In the CWB's annual survey of 1,300 Western Canadian farmers, only 9 percent said GMO wheat should be grown as soon as it's available, with the majority saying it shouldn't be grown until conditions are met such as proving benefits to farmers and demonstrating market demand. Nineteen percent said it should not be grown in Canada.
Farmers were close to evenly split when asked how interested they are in growing GM wheat. Fifty-one percent said they're not interested, with 46 percent very or somewhat interested.
"My sense is that farmers are mostly taking an economic look at it," said CWB chairman Larry Hill, a farmer in the western province of Saskatchewan. "They're pretty aware that there's not major acceptance by customers and if it's going to be introduced they want to be sure it's going to make them money."
Canadian farmers grow other GMO crops, particularly canola, but there's greater sensitivity around wheat because it's a direct human food ingredient unlike canola which is crushed for vegetable oil or biofuel, Hill said.
Debate about genetically modified wheat resurfaced in May when farmer groups in the top wheat-exporting countries of Canada, the United States and Australia jointly called for synchronized production of GMO wheat. Other farm and environmental groups later issued a joint statement of opposition.
A new publicly funded academic study, to be published this week in the journal Environmental Science and Pollution Research, shows Canadian farmers were overwhelmingly opposed in 2004 to Monsanto's aborted proposal for herbicide-resistant genetically modified wheat.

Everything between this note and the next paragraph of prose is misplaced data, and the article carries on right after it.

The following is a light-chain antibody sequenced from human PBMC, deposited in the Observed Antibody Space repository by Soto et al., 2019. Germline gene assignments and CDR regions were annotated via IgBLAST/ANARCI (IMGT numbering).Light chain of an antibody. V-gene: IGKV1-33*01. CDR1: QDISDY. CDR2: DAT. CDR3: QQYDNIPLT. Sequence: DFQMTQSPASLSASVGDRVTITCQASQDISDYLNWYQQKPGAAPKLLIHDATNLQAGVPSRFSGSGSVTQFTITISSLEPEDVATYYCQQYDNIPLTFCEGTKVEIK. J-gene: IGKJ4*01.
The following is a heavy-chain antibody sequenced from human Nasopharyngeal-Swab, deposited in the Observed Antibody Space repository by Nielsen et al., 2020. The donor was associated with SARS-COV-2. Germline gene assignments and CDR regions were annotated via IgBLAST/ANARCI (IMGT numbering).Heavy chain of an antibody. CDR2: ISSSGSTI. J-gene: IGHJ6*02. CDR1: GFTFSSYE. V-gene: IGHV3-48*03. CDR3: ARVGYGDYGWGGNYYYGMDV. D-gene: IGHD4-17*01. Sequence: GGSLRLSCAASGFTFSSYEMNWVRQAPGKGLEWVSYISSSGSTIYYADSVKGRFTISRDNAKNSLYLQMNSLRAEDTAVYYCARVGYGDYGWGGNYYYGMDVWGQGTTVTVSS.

That study surveyed 1,566 Prairie farmers five years ago and found 83 percent disagreed Roundup-Ready wheat should be commercially developed. Farmers felt the benefits of Roundup-Ready wheat outweighed the risks of losing markets, increasing corporate control of the food supply and contamination of non-GMO crops, said Ian Mauro, the lead author and a post-doctoral fellow at University of Victoria in British Columbia.
"All of the research indicates that the marketplace is very sensitive to any GM trait and what we found is farmers are concerned about market risks," Mauro said. "Although we've identified the risks specific to Roundup-Ready wheat, I can definitely see that many of them could apply to other GM wheat."
The Roundup-Ready wheat survey is irrelevant today because five years have passed and Monsanto is no longer pursuing that or any GMO wheat, said Trish Jordan, the company's spokeswoman in Canada. The CWB's results aren't surprising because no private companies are known to be developing GMO wheat, she said.
"In the absence of having that information (on potential GMO benefits) it's very difficult for a farmer to decide," Jordan said, adding that market acceptance would also be critical.
Syngenta AG, the world's largest agrochemical group, said in February it's not actively pursuing genetically modified wheat because of consumer resistance.